At the meeting of the NCBD, the protected area around Rila for the natural habitats was also considered. According to the decisions of a series of biogeographical seminars (bipartite process between the state and the EC) the announcement of the zone is necessary for the conservation of brown bear habitats and the critically endangered species of the fish European bullhead. Three variants of the area – the Association for Research Practices, the National Museum of Natural History at the Bulgarian Academy of Sciences and the Ministry of Agriculture, Food and Forests.

The proposal, which best meets the scientific criteria, is that of the National Museum of Natural History at the Bulgarian Academy of Sciences. It was also supported by representatives of the scientific community and by both representatives of nature conservation organizations. The area proposed by the Ministry of Agriculture, Food and Forests, under the name “Low Rila”, is twice as small, fragmented and does not provide the conservation objectives. Nevertheless, the members of the board and representatives of the administration prevailed and the cut-off option was approved. This is a violation of the requirements of the Directive, as it is necessary to take into account only the scientific criteria at the notification stage.

It is important that the process of proclaiming the Rila-Buffer and Low Rila Protected Areas is completed as required by law and that the actions of the government, local authorities and citizens are aimed at the effective conservation and management of the protected areas of Nature 2000, stimulating nature-friendly activities and avoiding the destruction of habitats and species anxiety.




Climate in Crisis: World Famous French Climatologist Prof. Edouard Bard to BNT


We are increasingly talking about climate change. In the Polish city of Katowice there is the 24th UN Climate Change Conference, but the great missing is the French Prime Minister, Edouard Philippe, who canceled his trip to cope with protests in France. The dissatisfaction of the “yellow vests” was due to the planned increase in fuel prices, which is known in the country as an “Ecology Fee”. About Climate Change and the measures to be taken, a guest at the studio of the morning block of the Bulgarian National Television was the French climatologist Professor Edouard Bard, who will today deliver a lecture at the Bulgarian Academy of Sciences.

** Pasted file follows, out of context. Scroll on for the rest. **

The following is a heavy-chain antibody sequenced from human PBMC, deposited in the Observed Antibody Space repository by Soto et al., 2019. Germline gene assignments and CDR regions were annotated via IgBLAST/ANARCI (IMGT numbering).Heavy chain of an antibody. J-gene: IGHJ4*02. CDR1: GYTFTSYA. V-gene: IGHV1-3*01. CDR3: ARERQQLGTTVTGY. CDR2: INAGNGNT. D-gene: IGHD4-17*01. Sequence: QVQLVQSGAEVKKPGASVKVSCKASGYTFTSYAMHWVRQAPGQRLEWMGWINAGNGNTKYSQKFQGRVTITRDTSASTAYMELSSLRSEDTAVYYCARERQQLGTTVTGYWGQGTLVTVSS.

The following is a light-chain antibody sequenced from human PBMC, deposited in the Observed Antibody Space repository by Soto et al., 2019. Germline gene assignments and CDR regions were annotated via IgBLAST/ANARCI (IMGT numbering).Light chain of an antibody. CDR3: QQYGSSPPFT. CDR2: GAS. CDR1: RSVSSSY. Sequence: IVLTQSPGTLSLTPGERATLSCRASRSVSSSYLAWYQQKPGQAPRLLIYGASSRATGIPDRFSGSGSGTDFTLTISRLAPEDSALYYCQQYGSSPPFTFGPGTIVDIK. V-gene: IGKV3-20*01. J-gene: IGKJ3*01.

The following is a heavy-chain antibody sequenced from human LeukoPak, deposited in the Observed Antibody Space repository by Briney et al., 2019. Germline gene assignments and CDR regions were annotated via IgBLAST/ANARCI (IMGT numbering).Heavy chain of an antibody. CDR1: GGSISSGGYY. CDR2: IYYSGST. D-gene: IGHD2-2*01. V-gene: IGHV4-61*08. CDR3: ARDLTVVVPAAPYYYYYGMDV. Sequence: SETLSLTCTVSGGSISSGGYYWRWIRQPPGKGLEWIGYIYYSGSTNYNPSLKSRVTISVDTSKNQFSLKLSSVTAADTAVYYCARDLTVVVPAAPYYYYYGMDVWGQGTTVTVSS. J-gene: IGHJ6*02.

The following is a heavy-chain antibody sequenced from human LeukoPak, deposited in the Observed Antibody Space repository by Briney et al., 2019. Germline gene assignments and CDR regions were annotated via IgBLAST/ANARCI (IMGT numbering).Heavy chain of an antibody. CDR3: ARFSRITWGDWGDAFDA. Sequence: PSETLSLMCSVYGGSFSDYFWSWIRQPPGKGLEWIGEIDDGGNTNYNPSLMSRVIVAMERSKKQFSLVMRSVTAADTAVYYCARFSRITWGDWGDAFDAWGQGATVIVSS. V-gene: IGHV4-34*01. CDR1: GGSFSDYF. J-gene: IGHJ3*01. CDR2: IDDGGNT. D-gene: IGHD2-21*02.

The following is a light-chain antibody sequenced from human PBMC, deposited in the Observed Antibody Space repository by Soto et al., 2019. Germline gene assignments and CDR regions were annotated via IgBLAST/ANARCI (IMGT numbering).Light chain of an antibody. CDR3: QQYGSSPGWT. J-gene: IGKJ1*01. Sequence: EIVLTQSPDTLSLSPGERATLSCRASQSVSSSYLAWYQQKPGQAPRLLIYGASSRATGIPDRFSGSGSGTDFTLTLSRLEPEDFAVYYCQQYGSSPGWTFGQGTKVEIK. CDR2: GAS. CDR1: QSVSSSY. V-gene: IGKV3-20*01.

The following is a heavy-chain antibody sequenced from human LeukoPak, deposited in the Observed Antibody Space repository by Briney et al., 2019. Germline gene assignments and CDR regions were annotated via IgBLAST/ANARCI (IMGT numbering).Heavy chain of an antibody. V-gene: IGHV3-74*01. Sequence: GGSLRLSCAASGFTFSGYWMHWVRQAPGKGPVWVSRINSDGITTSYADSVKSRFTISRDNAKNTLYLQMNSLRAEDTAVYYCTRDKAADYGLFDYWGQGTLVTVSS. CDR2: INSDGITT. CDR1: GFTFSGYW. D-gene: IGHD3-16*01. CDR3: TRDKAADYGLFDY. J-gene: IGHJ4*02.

The Ecology charge has caused huge protests in France, which have been going on for a month now. Professor Bar said that this shows how difficult it is to adopt measures that are good for the future. In his opinion, these measures are not well explained to people, but it is important to start this change in environmental policy.

Professor Edouard Bard, climatologist: Paris was the leader in the battle with climate problems. Scientists are trying to organize things on an international level. The message of 20 years is the same – to reduce emissions. It is alarming and difficult that these additional taxes for some households can have an impact, and we must try to help the poorest to be assisted in this transition.

Regarding the topic of global warming, Professor Bard was categorical that things should be viewed globally as well as historically. Changes should be considered as age-old, such as millenniums, to have an idea of what’s extraordinary and not. It’s true that major changes, warming, climate change are increasing from carbon gas.



Professor Bard has won a number of prestigious awards, including the Knight of the Legion of Honor of the French Republic, the Grand Prix of Prince Albert First of the Monaco Oceanographic Institute, and an honorary member of the Royal Academy of Belgium.
Professor Bard’s lecture will be in English and is about “Paleo-climatic variations in the area around the Black Sea during the last ice age.” The climate around the Black Sea coast is influenced by the sudden events that have occurred over the last millennium in the North Atlantic Ocean, the French climate scientist said in a lecture.

According to him, through his great watershed, the hydrology of the Black Sea is affected by the melting of the Eurasian Fennoscandian glacial layer. Studying and documenting this volatility is key to identifying the region’s sensitivity to climate change in the past and present. This is also important in order to make a true recreation of the environment inhabited by the prehistoric inhabitants of these regions, as evidenced by the famous localities, such as the Bacho Kiro cave in Bulgaria, Prof. Eduard Bard explains.